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happy family habit #8 - establish a chatting spot.  Part of a great series on the little things families can do to be happier together.

Happy Family Habit #8: Get Your Kids to Talk with a Chatting Spot

We’re back with another Happy Family Habit today and it’s a really good one.  Kristin has a lot of really useful tips not only on the when and where of setting up a chatting spot with the kids – but also the how and why.  

So what do you say? Ready to spend the next 21 days establishing a chatting spot?

Talking is easy when kids are little.  In fact, sometimes we feel like it would be nice to have a little less talking!  But getting into the habit of talking with your kids will be worth it’s weight in gold at about the age of, say…thirteen.

By creating a time when we put away phones and turn off distractions, we focus all our attention on our child.  The conversations are meaningful, and you’ll be surprised at the deep thoughts of a five year old.

Bedtime is the easiest time to establish a chatting spot.  We are already slowing down and finishing up the day.  Most likely we go in their room and tuck the kids in, read books or pray.  At some point in the bedtime routine, ask kids about their day. 

Ask how they feel about what happened and most importantly be a good listener.  As your kids grow, the conversations will move from playground games to more serious issues like bullying or self-esteem.  The more comfortable kids are in talking with their parents, the more they’ll open up.

If you’re looking for more opportunities to talk to your children, try special dates.  Plan a specific time to take your child out by him or herself for a meal or favorite activity.  When you’re away from the regular routine, it can be a great time to talk one-on-one.


Have you noticed that a child’s mood will affect how much they want to talk?  If they’re feeling down or frustrated, you might get a lot of one word answers.  But, if a child is feeling happy, they’ll be a little more chatty.  Taking that special time will set the stage for good conversation.

Speaking of setting the stage, things like making dinner together or cleaning up the yard are purposed activities that build camaraderie and open the door for dialogue.  Be thoughtful and put in the effort now to establish a chatting spot.  You’ll be thankful you did!


Question of the Day

Do you have other ideas for establishing a chatting spot?



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Kristin is a former teacher turned children’s photographer in southern California. Visit her website to read all about her adventures in photography, cooking, and her love of style.

{ 11 comments… read them below or add one }

Jane September 26, 2013 at 1:01 pm

Hi, Thanks for sharing this post. It’s inspired me to share my views as well over here :) http://kidsjoyhome.com/2013/09/26/getting-kids-to-open-up/


Steph (MPMK Founder) September 26, 2013 at 1:15 pm

Great ideas Jane – thanks for sharing!


JulieK September 27, 2013 at 2:22 am

Oh my. this brings back memories for me! I “created” my own chatting spot with my parents as a teenager. On their bed. About 11:30. Right when they wanted to go to sleep. I would suddenly appear and start chatting away. For probably an hour. My poor parents. But I’m SO thankfully they put up with me, b/c I have fond memories of these moments and I daresay I unburdened my heart and got good advice most of the time. To this day I know I am the child (of 3) that is the closest with my parents b/c I “tell them everything” :)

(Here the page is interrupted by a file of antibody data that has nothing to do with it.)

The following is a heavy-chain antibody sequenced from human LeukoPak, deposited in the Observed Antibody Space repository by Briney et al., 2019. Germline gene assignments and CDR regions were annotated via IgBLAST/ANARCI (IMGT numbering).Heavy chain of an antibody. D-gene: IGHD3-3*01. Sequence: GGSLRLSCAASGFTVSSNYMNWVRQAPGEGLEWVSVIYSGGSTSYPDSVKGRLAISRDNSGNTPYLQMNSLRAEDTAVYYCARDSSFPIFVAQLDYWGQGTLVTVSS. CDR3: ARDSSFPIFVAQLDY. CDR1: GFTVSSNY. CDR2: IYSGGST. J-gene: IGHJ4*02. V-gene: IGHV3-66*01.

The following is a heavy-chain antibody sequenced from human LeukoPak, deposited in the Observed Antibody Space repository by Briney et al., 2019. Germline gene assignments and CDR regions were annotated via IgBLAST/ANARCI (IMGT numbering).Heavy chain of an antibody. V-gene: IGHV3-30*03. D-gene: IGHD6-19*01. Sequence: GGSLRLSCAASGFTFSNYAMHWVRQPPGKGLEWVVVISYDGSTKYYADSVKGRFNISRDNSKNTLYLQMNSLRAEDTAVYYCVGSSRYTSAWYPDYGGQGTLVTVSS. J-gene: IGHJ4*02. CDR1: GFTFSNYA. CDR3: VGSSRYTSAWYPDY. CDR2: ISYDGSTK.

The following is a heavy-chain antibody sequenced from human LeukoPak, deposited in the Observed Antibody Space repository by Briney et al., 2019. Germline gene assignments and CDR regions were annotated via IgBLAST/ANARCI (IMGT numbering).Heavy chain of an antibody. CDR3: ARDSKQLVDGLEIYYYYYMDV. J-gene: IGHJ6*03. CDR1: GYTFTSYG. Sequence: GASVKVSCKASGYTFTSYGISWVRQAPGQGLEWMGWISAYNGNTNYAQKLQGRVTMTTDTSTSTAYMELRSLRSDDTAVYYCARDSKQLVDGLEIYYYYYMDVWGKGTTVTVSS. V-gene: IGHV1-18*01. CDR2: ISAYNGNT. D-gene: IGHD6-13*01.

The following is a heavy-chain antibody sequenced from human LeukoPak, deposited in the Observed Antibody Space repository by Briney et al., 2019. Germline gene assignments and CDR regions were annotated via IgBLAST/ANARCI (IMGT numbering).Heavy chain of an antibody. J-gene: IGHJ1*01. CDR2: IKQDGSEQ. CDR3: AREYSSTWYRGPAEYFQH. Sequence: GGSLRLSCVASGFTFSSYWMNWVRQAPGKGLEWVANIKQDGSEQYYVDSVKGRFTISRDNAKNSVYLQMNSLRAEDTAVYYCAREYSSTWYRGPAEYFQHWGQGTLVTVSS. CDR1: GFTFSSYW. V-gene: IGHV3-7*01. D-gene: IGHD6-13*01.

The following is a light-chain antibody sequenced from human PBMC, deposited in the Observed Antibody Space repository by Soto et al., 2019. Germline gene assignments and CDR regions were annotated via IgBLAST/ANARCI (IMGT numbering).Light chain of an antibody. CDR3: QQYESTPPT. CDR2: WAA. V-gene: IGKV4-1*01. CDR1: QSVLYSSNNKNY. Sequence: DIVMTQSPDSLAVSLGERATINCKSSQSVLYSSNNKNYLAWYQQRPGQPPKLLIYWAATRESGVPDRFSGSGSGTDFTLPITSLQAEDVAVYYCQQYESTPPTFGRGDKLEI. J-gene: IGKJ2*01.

Steph (MPMK Founder) September 27, 2013 at 2:24 am

Julie – I bet your parents were thrilled you wanted to talk to them! I certainly will be if my kiddos are talking that much to me once they’re teenagers.


Jane September 27, 2013 at 4:45 am

Julie/Steph – me too! That’s the kind of relationship I hope to have with my kiddos too!


Our Vintage Life September 27, 2013 at 11:59 am

What a great idea! I’ve heard of reading nooks and homework zones, but never a chatting spot. Love it!


Kristin September 27, 2013 at 12:26 pm

Jane, that was a great post! And Julie, I love hearing your memories. That’s the goal right!? Healthy relationships as they grow to adults!


Jane September 29, 2013 at 11:51 am

Thanks, Kristin! Absolutely agree with you!


Marsha October 4, 2013 at 9:57 am

I never thought of it in quite those terms. Great idea! My routine, when son was teenager was to catch him first thing through the door. He wanted to unload and would eagerly share his day. I had to be sure to be available – period, because once he made it upstairs into his room, the moment was lost and I might not get another word the rest of the evening.

Now we have lunch occasionally, just the two of us and talk about his family and work :-) Very precious moments indeed as both of our lives have gotten so much busier.


Shawnna K February 8, 2014 at 9:06 pm

Great idea! I’ve been looking for a meaningful way to connect with my toddlers. Both talk all day, but I have trouble focusing on just one or the other, especially with a million other things that need doing too. Setting aside a special time for each one (marking it on the calendar!) is a great way to ensure quality time.


Kristin Eldridge February 10, 2014 at 11:48 am

Glad you like the idea! I love that you are setting aside special time for each of them.


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